I’m so sick of Shakespeare. I never understand any of the quotes. Someone will say something in Old English and then look at me for a few seconds while I stare and then maybe stare at the ground and then they will say, “That’s Shakespeare.”
And then I still don’t understand what it means. And then I forget what he said.
Which is why I can’t repeat any of the quotes he said while I write this. I make it a rule while writing to never use Google. That sort of feels like cheating. Like using a chess computer while playing chess.
“To Be or Not To Be.” What does that even mean? Does it mean “do it or don’t do it?” Of course I’m going to do one or the other.
My kids are rebels. Here’s how they will rebel against me: somehow or other they will figure out how to go to college even though I will try to block them every step of the way. I don’t even want them to go to college for free. What a waste of four years.
I hope they don’t rebel that way. But that’s what I’m afraid of. And I’m not afraid to admit the things I’m afraid of.
Please god, just let them take one class that’s something like: “Here’s the Only Phrases You Need to Know to Survive in Life.”
Every other class in college they will forget almost instantly but this class I hope they remember.
If I were teaching the class I would teach these phrases:
When I was losing all of my money, my home, my family, I was afraid to say “Help” to anyone. I was ashamed people would know.
I should’ve gone to someone a lot older and smarter than me and said, “Please, I’m losing everything and I don’t know what to do. Just give me advice.”
Every book I write now I hope is there to help people who are afraid to ask.
Well, one time I did write and ask for help to someone much older than me. I poured my guts out. I cried on the page. I didn’t know what to do and asked him how he survived when he was going through something similar.
He ended up emailing it to everyone we knew and laughing at me. I heard about it much later when I was at a dinner and everyone had read the email I had sent to this person at my worst point.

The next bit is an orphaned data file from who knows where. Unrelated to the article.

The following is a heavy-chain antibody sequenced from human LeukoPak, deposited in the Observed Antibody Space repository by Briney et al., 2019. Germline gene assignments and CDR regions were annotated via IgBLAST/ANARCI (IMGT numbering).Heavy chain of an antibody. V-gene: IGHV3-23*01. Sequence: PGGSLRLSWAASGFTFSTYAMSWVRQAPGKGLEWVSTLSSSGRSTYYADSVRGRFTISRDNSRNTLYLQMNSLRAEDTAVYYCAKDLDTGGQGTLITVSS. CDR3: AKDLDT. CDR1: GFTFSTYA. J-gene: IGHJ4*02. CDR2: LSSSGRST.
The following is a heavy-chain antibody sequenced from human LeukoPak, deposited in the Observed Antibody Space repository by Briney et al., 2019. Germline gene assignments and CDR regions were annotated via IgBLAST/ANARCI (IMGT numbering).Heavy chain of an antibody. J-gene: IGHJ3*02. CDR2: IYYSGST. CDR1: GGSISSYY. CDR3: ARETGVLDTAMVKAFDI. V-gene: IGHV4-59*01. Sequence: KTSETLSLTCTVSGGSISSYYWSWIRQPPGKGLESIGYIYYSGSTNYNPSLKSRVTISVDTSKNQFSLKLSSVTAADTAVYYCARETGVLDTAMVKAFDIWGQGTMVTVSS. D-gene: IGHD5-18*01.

So you have to learn how to say “HELP” and who to say it to. Life is not easy. But small problems have a way of turning into big problems.
The word, help, stops a small problem before it turns into a big problem. @jaltucher
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I have friends who are pro-choice. I have friends who are pro-life. I have friends who think some wars can be justified. I have other friends who think some wars can’t be justified. On and on: guns, government, democrats, republicans.
Who am I to say “You Are Wrong” to anyone. Most of the time I am wrong myself. Even when I STRONGLY believe something, I refuse to argue about it.
In the book, “Think Like a Freak” the Freakonomics guys talk about this group CXO Advisory Group, that kept track of every financial pundit on CNBC and even political pundit and then tabulated the accuracy of the predictions of these pundits.
The result was that the pundits were right 47% of the time.
I will tell you: that’s not so good for someone who acts like they are right 100% of the time.
My 12 year old picks stocks that will go up better than 47% of the time. And Claudia is right about stocks 100% of the time! She should have her own show on CNBC.
So if someone starts to argue with me about something, I automatically say “You’re Right.” Because, for one thing, I am easy to convince on anything. I’m gullible and I admit it.
And the next thing is: I’m going to die in a few minutes (maybe) so will I spend my last few minutes arguing with someone who will NEVER change their mind anyway?